Send the link below via email or IMCopy
Present to your audienceStart remote presentation
- Invited audience members will follow you as you navigate and present
- People invited to a presentation do not need a Prezi account
- This link expires 10 minutes after you close the presentation
- A maximum of 30 users can follow your presentation
- Learn more about this feature in our knowledge base article
Do you really want to delete this prezi?
Neither you, nor the coeditors you shared it with will be able to recover it again.
Make your likes visible on Facebook?
Connect your Facebook account to Prezi and let your likes appear on your timeline.
You can change this under Settings & Account at any time.
DYNAMICS - Uniform Circular Motion
Transcript of DYNAMICS - Uniform Circular Motion
Uniform circular motion emphasizes that velocity vector is constant – but the direction of this constant velocity is not constant.
By definition, acceleration is the change in velocity over time. The “change in velocity” for an object in UCM is the change in the velocity vector.
The acceleration that occurs is toward
the center of the circle. It is the force
that is pulling the object “in”
The centripetal acceleration (the acceleration toward the center of a circle) of an object depends on the velocity of the object and the radius of the circle and is expressed as:
An aeroplane of mass 30000 kg travels a horizontal loop of radius 10 m at the rate of 1000 km/hr. Calculate the centripetal acceleration.
A car of 1500 kg tied to the rope of 7 m whose other end is located at the center. If the car is moving at the rate of 5 m/s . Calculate the Centripetal force acting on it?
What is DYNAMICS and
UNIFORM CIRCULAR MOTION?
DYNAMICS is a branch of physical science and subdivision of mechanics that is concerned with the motion of material objects in relation to the physical factors that affect them: force, mass, momentum, energy.
When an object is experiencing
UNIFORM CIRCULAR MOTION, it is traveling in a circular path at a constant speed. If r is the radius of the path, and we define the period, T, as the time it takes to make a complete circle, then the speed is given by the circumference over the period. A similar equation relates the magnitude of the acceleration to the speed:
of Uniform Circular Motion
Circular motion in which the speed is constant is called
uniform circular motion.
occurs whenever a moving object changes direction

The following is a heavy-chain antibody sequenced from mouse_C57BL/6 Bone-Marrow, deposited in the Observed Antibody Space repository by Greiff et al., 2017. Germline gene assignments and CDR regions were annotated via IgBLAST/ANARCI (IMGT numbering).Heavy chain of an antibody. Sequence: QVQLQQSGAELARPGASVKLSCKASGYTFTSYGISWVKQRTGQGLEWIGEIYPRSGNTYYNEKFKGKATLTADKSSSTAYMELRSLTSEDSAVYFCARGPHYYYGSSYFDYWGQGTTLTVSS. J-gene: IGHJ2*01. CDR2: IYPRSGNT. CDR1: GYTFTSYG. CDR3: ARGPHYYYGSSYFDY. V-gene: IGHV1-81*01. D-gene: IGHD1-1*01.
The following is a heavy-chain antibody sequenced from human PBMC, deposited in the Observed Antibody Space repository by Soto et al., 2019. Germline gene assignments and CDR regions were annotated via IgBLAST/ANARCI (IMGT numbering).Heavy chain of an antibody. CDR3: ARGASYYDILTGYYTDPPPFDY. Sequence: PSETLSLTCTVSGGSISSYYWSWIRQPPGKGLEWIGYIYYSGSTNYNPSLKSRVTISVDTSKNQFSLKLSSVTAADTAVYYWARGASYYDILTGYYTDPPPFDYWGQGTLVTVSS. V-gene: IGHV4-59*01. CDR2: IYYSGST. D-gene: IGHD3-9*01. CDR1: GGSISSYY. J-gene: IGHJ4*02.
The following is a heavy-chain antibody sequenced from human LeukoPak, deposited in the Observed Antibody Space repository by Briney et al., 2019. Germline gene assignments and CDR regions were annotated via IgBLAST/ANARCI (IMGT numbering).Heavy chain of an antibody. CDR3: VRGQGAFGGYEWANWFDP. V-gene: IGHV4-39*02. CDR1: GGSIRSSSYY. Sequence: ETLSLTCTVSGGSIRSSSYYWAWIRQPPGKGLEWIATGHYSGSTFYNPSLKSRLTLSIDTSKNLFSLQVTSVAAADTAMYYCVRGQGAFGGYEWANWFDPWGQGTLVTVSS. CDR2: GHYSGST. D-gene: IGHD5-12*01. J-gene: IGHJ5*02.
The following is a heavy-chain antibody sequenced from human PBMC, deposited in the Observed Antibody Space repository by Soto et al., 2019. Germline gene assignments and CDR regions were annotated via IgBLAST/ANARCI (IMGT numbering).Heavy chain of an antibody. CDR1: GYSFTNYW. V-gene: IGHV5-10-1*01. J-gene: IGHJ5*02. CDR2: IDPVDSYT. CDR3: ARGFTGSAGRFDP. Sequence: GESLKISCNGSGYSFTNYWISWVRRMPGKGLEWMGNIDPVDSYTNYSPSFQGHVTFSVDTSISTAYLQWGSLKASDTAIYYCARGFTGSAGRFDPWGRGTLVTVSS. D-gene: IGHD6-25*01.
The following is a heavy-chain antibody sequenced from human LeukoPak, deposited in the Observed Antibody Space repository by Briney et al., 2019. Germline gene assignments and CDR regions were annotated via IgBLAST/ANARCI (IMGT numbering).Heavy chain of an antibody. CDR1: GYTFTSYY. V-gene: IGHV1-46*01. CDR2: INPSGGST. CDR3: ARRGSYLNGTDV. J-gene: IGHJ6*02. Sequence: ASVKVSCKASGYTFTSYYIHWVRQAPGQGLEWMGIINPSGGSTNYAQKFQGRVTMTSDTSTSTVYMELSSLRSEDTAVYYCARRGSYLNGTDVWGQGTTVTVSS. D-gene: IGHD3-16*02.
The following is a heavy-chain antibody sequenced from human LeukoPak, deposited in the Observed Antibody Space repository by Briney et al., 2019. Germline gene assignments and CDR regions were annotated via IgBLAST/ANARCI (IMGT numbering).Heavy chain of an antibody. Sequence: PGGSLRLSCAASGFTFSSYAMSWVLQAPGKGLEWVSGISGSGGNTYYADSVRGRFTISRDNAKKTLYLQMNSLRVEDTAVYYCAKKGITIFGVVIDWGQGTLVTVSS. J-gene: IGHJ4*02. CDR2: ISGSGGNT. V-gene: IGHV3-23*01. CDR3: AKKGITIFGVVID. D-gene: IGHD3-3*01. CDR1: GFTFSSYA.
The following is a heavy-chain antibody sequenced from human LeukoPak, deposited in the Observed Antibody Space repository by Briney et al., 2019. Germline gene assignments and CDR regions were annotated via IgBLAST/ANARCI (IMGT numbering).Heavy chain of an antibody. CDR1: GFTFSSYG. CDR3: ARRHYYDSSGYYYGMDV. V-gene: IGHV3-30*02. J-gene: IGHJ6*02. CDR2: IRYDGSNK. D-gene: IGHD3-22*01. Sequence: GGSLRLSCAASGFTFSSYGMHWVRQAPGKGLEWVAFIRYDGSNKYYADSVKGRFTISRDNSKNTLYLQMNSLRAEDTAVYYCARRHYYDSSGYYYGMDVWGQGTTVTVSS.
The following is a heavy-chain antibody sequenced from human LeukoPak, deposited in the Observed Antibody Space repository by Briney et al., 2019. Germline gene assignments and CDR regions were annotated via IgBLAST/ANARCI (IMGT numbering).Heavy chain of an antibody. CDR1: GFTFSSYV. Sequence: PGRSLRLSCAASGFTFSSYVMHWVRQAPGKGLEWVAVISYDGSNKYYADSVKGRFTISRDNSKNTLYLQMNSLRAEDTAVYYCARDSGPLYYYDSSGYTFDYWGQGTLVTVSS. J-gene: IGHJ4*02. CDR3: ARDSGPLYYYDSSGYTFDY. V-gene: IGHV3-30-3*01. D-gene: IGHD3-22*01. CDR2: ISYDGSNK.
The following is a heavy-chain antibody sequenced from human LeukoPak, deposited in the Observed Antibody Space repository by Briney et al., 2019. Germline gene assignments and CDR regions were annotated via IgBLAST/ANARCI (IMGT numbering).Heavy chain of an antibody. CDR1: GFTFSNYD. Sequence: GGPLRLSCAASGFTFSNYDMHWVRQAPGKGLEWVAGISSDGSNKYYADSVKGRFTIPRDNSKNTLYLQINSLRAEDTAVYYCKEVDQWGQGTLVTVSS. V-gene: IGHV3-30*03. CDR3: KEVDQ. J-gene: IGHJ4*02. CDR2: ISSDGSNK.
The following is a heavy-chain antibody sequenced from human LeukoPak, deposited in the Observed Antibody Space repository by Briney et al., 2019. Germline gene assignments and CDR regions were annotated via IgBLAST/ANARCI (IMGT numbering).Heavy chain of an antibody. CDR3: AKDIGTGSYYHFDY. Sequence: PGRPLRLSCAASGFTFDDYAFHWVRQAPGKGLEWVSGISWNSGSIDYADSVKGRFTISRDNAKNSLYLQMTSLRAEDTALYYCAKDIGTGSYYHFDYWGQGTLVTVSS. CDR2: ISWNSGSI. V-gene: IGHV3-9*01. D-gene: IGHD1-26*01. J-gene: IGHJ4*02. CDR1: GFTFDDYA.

does not change the speed of an object
acts at right angles to the velocity at any instant
is directed toward the center of a circle
is the force that makes a moving object change direction.
is not a particular force, but the name given to the net force responsible for circular motion.
acts at right angles to the velocity at any instant.
is directed toward the center of a circle.
Directions in circular motion:
Velocity is tangential (lies on a tangent to the path).
Centripetal acceleration and centripetal force are radial (point toward the center of a circle).
Centripetal acceleration and velocity are always perpendicular.
Centripetal force and centripetal acceleration are always parallel.
Centripetal force (from Latin centrum "center" and petere "to seek") is a force that makes a body follow a curved path: its direction is always orthogonal to the velocity of the body, toward the fixed point of the instantaneous center of curvature of the path. Centripetal force is generally the cause of circular motion.
In simple terms, centripetal force is defined as a force which keeps a body moving with a uniform speed along a circular path and is directed along the radius towards the centre. Isaac Newton's description was: "A centripetal force is that by which bodies are drawn or impelled, or in any way tend, towards a point as to a centre."
The Centripetal force formula is given by
Where m = mass of the moving body,
V = Velocity with which it is moving,
r = radius of circular path.
The Centripetal force is due to the Centripetal acceleration and is given by
Where ac is the Centripetal acceleration and is given by
Note: The Centripetal force is expressed in Kg*m/s^2 or N.
Derivation of Centripetal Force Formula